Intro: getting to Know John the beloved (Mark Driscoll on Revelation part 1)

As we are going to start a new preaching series on Revelation soon I thought I would listen to Mark Driscoll’s series on it.

Here are my notes on his introduction:

  • The preaching series follows the theme of worship through the book.
  • Worship is what we do when we come together and what we do the rest of our lives (“your spiritual act of worship”).
  • John, who wrote the book or Revelation, was a leader we should look at an emulate.
  • Jesus was worshiped by the shepherds when he was a baby and the Magi when he was a little bit older.
  • Jesus grew up like most people, going through puberty and doing a job.
  • At around 30 Jesus chose his disciples, like teachers did in those days, to be with him.
  • John was the youngest disciple
  • John was with Jesus, saw the miracles, heard the teaching, ate with him, worshiped with him on the Sabbath and special days, saw Jesus cook, do chores etc.
  • The love between John and Jesus was more like a big brother and a little brother than a prom date.
  • “oh, I love Jesus like a big brother, like a son loves his dad, like a little kid brother loves his big brother. That I get – that makes sense to me. I can get my head around that.”
  • Peter thought out loud, John processed stuff and said less.
  • John was part of Jesus’ inner circle, the three. He was there at the transfiguration, he arranged the last supper and sat right next to Jesus and sang with him (Matthew 26:30). He saw Jesus pray and sweat blood in the Garden of Gethsemane, watched him be whipped and crucified. And Jesus looked down at him from the cross and entrusted his mother to him.
  • At that moment, I would suspect that John embraced Mary, probably holding her up because she was incapable of even enduring the witness of the murder of her son. How many mothers are in this room? And that’s the last thing you want to be present for, is the public execution of your own innocent child. John is there, looking at Jesus. John is there, hearing the crowd cheering. John is there, holding Mary together. And John is there, coming apart himself. That’s John. John is there at the cross looking at Jesus when he hears Jesus Christ cry out, “My God, my God, why have you forsaken me?” Jesus quotes the Psalms, John hears it and in that moment, all of John’s sin – past, present, future – were placed upon Jesus and John was there to see the Father turn his back on the Son.”
  • John was the first to recognise Jesus as risen from the dead. (me – not sure what he means by that, Marry saw him first didn’t she? )
  • Because John was with Jesus, loved Jesus, and worshiped with Jesus, he should shape our understanding of worship.
  • John lived through brutal persecution. The first because Christians refused to recognise the Roman government over Jesus and the second because Nero used them as a scapegoat for his negligence in stopping Rome burning. John was himself apparently boiled alive but lived. It would not have been uncommon for John to see the murdered, brutalised bodies of his church members stacked high along the road side.
  • “See, some of you I had the privilege of leading to Christ. Some of you I’ve had the privilege of discipling. Some of you I’ve had the privilege of officiating your wedding or being there when your child was born. John was a pastor; it was not uncommon for him on his way to work, or on his way to church, to pass by a stack of bodies and start seeing members of his church – people that he had led to Christ, people that he prayed with the day before; people that he had just officiated the wedding of, people who had just given birth and their children. John kept preaching. He would get up on Sundays in his church and he would likely read the list of the people who had died that week, and then he would talk about the goodness and the love and the grace of Jesus who takes away sin, and the resurrection of the dead for those who believe so that there is a life beyond this life.” (me – John Loved God and he loved people. He was so devoted to both and so sure that Jesus was who he said he was, that he carried on calling people to respond to the gospel even through he knew it would likely mean their agonising death. His message would not have been a “making life work” kind of talk. He must have had eternity in his sights, and a current experience of the love of God right now).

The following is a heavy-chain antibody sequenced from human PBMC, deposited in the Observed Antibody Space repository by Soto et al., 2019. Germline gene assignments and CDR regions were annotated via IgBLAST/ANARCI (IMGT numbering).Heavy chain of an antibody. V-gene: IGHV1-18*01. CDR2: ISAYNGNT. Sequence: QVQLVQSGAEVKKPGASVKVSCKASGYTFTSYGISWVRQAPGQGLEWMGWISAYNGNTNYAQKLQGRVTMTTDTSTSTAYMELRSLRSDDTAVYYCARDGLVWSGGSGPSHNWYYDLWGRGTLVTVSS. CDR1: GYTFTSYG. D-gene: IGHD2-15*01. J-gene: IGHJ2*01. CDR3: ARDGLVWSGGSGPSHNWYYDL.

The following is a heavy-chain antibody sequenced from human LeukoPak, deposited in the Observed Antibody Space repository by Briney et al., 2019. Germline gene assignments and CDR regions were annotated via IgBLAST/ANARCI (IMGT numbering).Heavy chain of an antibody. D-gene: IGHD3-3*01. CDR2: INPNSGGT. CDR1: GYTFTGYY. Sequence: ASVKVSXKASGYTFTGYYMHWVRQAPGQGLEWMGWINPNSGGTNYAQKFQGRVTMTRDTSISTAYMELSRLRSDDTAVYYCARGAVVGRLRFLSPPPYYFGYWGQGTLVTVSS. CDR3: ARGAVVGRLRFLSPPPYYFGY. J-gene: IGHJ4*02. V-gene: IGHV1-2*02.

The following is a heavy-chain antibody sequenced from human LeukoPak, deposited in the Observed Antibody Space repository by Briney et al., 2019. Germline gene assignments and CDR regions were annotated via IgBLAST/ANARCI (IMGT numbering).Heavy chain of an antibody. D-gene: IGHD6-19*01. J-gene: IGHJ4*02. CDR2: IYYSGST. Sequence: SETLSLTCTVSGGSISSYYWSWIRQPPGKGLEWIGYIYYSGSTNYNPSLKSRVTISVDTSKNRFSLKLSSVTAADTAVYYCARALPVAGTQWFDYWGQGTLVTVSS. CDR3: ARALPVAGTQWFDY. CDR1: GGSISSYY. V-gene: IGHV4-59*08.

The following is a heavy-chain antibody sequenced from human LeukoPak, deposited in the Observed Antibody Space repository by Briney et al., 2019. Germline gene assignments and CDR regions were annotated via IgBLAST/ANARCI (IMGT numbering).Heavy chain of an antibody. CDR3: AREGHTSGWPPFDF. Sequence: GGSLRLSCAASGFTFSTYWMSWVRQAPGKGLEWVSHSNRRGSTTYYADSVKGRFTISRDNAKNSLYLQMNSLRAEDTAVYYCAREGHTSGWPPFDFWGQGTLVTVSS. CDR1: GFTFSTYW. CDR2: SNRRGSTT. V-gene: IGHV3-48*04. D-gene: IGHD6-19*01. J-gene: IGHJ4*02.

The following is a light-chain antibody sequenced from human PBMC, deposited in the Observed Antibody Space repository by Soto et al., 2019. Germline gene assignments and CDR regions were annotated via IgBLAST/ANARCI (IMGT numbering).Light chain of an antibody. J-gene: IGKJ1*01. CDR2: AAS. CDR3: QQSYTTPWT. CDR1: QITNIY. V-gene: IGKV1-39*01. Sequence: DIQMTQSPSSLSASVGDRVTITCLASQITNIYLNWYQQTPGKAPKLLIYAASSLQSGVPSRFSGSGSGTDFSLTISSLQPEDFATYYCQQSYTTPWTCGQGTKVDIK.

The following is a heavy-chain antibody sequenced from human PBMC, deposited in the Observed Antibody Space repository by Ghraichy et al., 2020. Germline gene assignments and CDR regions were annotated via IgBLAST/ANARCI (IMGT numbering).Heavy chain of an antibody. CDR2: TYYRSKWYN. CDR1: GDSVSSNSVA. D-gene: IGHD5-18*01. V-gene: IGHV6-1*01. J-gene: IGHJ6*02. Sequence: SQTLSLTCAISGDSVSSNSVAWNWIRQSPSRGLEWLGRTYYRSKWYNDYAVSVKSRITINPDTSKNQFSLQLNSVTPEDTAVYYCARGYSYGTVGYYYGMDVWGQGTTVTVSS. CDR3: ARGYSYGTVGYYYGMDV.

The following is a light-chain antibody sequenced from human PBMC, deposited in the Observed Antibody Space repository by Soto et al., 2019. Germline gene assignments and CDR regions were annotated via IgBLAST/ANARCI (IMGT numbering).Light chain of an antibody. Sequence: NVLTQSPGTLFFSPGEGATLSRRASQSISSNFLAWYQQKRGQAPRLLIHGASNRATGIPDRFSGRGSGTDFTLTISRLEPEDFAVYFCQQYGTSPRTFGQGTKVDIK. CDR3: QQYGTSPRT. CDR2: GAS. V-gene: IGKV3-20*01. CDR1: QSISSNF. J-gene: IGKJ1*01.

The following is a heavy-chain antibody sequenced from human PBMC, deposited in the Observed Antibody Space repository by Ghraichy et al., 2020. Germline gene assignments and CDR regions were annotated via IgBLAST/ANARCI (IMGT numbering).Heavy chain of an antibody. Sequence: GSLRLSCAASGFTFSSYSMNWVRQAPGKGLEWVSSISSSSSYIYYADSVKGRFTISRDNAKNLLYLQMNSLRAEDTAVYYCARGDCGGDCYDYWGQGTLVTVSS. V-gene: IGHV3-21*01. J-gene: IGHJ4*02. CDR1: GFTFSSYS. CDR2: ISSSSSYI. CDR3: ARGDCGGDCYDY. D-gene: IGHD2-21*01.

• Some people have foolishly said, “Oh, the writers of the New Testament, they made that stuff up.” My question is why. What is in it for John? Boiled alive; everyone else murdered, everyone you love stripped naked, murdered, stacked in the street. You die in poverty and shame. You don’t do that unless you are irrefutably convinced that what you speak is the truth. And it was the truth and John was there for the life, death, burial, resurrection and ascension of Jesus. And he heard Jesus tell him, “Preach Good News about me.” And John did until he was 100 years of age.
  • “I believe that the one thing that kept John on track until 100 years of age was that he knew that Jesus loved him. And he loved Jesus. And if you want to strip all the theology and all the arguments out of all of our faith and just get right down to the bottom line, it’s that God has loved you in Christ and you should love him back. That is worship.”
  • Receive the love of Jesus that will take away your sin, love him back as a person. Be his friend, and spend all of your days with him and for him.

Wow. I wasn’t expecting to be so moved by an introduction to the book of Revelation. Mark D brilliantly takes us through Jesus’ life and the early church through the eyes of John, thereby emphasising not simply the historical facts but the relationship with Jesus that they open up for us. Can’t wait to read the next one.


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